Advice & Tips

How to Really Read a Nutrition Facts Label

What do all the categories mean?

The Food and Drug Administration requires that all packaged food include a standardized nutrition label. Whether you are trying to lose weight, maintain a healthy diet or reach a specific nutritional goal, understanding nutrition labels can help you make informed choices about what you purchase and consume.

One of the great advantages of a micro market is the ability to pick up products, look at the nutrition label and make an informed choice on the food or beverage item you’d like to consume. Use the following guide to help you better understand a Nutrition Facts Label for the next time you visit your breakroom:

SERVING SIZE:
The first and most important thing to note before you proceed down the label is the serving size. All of the nutrition facts on the label will apply only to a single serving of the product. Check the serving size as well as the number of servings in the entire package to understand exactly how much of the product you will consume.

KEY NUTRIENTS:
Below the serving size you will find a list of key nutrients. Each of these nutrients are listed in a measure of grams and also as a percentage of the daily recommended total.

PERCENTAGES:
The percentages on the label provide the amount of the nutrient that you should consume in one day, based on a diet of 2,000 calories per day.

CALORIES:
The next section of the nutrition label lists the number of calories found in one serving. Calories are a measure of energy. This section will also tell you how many calories in the product are coming directly from fat, as opposed to calories from other nutrients.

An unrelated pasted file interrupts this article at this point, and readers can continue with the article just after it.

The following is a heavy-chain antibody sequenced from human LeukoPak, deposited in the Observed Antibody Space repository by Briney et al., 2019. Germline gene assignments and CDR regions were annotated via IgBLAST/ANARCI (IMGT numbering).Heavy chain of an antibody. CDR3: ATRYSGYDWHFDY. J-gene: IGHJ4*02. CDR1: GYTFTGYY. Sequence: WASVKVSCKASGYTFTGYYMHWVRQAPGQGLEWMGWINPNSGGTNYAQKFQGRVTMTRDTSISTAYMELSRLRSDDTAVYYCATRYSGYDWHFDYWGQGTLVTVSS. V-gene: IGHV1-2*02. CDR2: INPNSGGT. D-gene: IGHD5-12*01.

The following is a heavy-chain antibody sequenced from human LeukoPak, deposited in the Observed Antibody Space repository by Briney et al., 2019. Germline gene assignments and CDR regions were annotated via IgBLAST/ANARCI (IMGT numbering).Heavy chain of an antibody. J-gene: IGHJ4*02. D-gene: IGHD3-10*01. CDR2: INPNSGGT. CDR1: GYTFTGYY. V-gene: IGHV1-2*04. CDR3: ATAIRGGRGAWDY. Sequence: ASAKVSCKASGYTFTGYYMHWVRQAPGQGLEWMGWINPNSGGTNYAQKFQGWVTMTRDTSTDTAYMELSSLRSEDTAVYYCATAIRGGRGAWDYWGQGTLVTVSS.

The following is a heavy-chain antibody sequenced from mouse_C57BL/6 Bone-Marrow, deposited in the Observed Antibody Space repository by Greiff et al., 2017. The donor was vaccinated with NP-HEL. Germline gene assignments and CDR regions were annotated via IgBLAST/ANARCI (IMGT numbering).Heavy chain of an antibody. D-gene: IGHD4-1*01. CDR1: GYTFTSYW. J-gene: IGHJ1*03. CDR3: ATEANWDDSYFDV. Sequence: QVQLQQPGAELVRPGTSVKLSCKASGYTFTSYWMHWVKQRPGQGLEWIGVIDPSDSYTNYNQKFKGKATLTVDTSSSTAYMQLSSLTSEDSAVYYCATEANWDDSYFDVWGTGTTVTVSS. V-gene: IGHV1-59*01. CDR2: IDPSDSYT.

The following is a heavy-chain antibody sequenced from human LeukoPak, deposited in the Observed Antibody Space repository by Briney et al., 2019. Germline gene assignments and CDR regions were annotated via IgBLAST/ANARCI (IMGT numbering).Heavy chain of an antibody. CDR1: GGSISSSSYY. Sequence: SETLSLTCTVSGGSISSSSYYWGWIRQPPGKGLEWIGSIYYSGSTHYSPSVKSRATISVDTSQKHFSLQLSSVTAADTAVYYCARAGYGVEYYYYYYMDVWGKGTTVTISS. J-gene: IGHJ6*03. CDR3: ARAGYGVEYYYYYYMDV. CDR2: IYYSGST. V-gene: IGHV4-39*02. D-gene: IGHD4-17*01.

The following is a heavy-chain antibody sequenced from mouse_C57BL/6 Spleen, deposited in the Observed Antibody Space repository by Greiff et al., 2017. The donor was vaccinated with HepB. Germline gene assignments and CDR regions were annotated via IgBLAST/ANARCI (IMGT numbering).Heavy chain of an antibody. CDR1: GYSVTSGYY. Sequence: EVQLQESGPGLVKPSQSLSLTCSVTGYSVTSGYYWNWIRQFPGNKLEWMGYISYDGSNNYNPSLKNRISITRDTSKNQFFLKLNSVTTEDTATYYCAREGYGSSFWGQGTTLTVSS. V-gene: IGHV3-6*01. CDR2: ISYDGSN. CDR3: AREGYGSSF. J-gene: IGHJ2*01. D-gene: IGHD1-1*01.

TOTAL FAT, CHOLESTEROL AND SODIUM:
Just below the calories section will be three nutrients in bold lettering – Total Fat (saturated fat and trans fat), Cholesterol and Sodium.

CARBOHYDRATES:
Carbohydrates are listed next, with subcategories of sugar and fiber. Like calories, carbohydrates can come for different sources.

PROTEIN:
Protein is another key nutrient on the nutrition label. Protein is an essential nutrient that helps the body produce blood, muscle and tissue. Foods high in protein keep the body feeling full longer than those high in sugar.

VITAMINS:
The bottom section of the nutrition label lists a different set of nutrients – Vitamin A, Vitamin C, Calcium and Iron. These nutrients are very important to a healthy diet. Getting enough of these key nutrients can improve health and reduce your risk of certain diseases. It is generally not a problem if you go over the daily recommended amount of these nutrients, unless you have specific diet restrictions set forth by your doctor. Aim to consume at least the minimum amount of these nutrients each day.

It is important to remember all percentages on the label are based on a diet of 2,000 calories, which is an average requirement. Everyone will have different caloric needs depending on body size and composition. Children will have different caloric needs than adults. The 2,000 calorie benchmark is meant to provide a frame of reference for comparing similar products.

Want to learn more about the products available at Avanti Markets micro markets? Contact us now.

SOURCES:
FDA


Share This Story